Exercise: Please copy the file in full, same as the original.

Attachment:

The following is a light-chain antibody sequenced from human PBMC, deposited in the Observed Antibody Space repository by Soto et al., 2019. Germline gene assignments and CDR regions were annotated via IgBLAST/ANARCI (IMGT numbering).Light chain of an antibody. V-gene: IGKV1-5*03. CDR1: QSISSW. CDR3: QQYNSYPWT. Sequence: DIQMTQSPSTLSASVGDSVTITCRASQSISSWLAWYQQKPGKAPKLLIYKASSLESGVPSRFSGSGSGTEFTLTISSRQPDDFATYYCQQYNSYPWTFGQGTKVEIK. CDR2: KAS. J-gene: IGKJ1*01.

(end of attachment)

The following is a light-chain antibody sequenced from human PBMC, deposited in the Observed Antibody Space repository by Soto et al., 2019. Germline gene assignments and CDR regions were annotated via IgBLAST/ANARCI (IMGT numbering).Light chain of an antibody. V-gene: IGKV1-5*03. CDR1: QSISSW. CDR3: QQYNSYPWT. Sequence: DIQMTQSPSTLSASVGDSVTITCRASQSISSWLAWYQQKPGKAPKLLIYKASSLESGVPSRFSGSGSGTEFTLTISSRQPDDFATYYCQQYNSYPWTFGQGTKVEIK. CDR2: KAS. J-gene: IGKJ1*01.